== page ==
Upon entering the new millennium, strategy games started to struggle on consoles. Titles like Age of Empires, Civilisation, and XCOM lead the charge on PC, but struggles with adapting its UI for televisions meant that the genre began to get left behind as the Xbox and PlayStation markets began to swell.
Now, the strategy genre doesn't have to be restricted by the technological limitations of the past. Top down games can have stunning worlds that can stand against the latest open world escapades, or a narrative to rival the next great RPG.
Former Firaxis art director Greg Foertsch hopes to be at the forefront of the strategy resurgence with his new studio, Bit Reactor. Drawing other talent from the XCOM developer as well as other teams, Foertsch aims to build an outfit -- and later, a game -- that will bring the genre into a new era.
"The whole genre started to fall backwards while not having enough production values and it got dropped a bit," Foertsch tells GamesIndustry.biz. "Now, that's not a problem. Screen resolution isn't an issue. There are ways to tell stories and convey information that doesn't require a wall of text.
"That's what we're focused on -- bringing that to the genre, and really blurring that line between what a strategy game is and what an action game is."
Foertsch spent more than 20 years with Firaxis in various roles, before departing in 2018. After that, he had a small stint at Romero Games, which at the time was building strategy title Empire of Sin. For Foertsch, journeying from a long stint at a larger developer to a smaller one, to starting up his own studio, is all about setting his own parameters when it comes to developing a new game.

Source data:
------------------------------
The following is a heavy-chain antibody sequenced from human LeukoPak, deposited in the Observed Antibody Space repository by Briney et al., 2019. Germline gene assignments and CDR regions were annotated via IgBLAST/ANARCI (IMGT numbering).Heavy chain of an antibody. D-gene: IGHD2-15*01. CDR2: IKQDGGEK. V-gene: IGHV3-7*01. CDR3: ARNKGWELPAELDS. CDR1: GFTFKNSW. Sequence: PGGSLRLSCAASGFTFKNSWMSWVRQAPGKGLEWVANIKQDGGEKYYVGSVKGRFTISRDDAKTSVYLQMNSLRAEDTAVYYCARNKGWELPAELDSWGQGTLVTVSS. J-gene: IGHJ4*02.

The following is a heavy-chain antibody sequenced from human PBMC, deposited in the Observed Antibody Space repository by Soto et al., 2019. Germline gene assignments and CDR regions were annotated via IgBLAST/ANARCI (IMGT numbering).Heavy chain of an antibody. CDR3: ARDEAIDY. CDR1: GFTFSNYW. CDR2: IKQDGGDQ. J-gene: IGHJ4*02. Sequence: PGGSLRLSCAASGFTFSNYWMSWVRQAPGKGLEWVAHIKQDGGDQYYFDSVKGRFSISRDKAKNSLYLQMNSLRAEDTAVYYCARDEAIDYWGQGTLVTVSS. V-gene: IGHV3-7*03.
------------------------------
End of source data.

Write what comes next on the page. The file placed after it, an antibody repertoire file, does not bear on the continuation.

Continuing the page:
"The genre is so malleable," he says. "Look at Mario Rabbids and Gears Tactics, they couldn't be more different. But they all have the same DNA underneath them. There's a lot of flexibility in it.
"If you lead with story and immersion, I think you can find ways to just make a great game and not just make a strategy game."
A great game that transcends the barriers of the genre and rivals the output of bigger studios is aspirational, but it's something that Foertsch sees as achievable, just like XCOM: Enemy Unknown did a decade ago.
"We don't want anybody to ever look at our website, and even subconsciously think that they couldn't belong here"
"Our goal is to win Game of the Year; we expect to go head to head with Halo or whoever is out there, just like we did in 2012."
Another strength that Bit Reactor has -- that it wouldn't have had ten years ago -- is the evolution of cross-platform play. Numerous strategy titles have made their way from PC and console over to mobile devices, and cloud cross saving allows for seamless continuation across multiple platforms.
"I honestly think that tablets are going to do for strategy games, what consoles did for shooters, and there's a way to take advantage of that," Foertsch says on the subject of cross-platform development.
"We're super interested in cross play and being able to play the game on as many different platforms as possible, but right now, we're really focused on nailing the console experience and PC experience."
One observation often made when new studios are opened is that its founding roster is lacking in diversity. Foertsch assures that representation will be built into the company from the ground up, and hopes to communicate that from the start.
"I've seen a lot of these studios start and the first thing they do is put pictures up, and it can alienate people," Foertsch observes. "If you look at [Bit Reactor's] website, you won't find a picture of us, of me, you're not gonna find a picture of anybody, because the studio is more focused on 'we'.
"We don't want anybody to ever look at our website, and even subconsciously think that they couldn't belong here."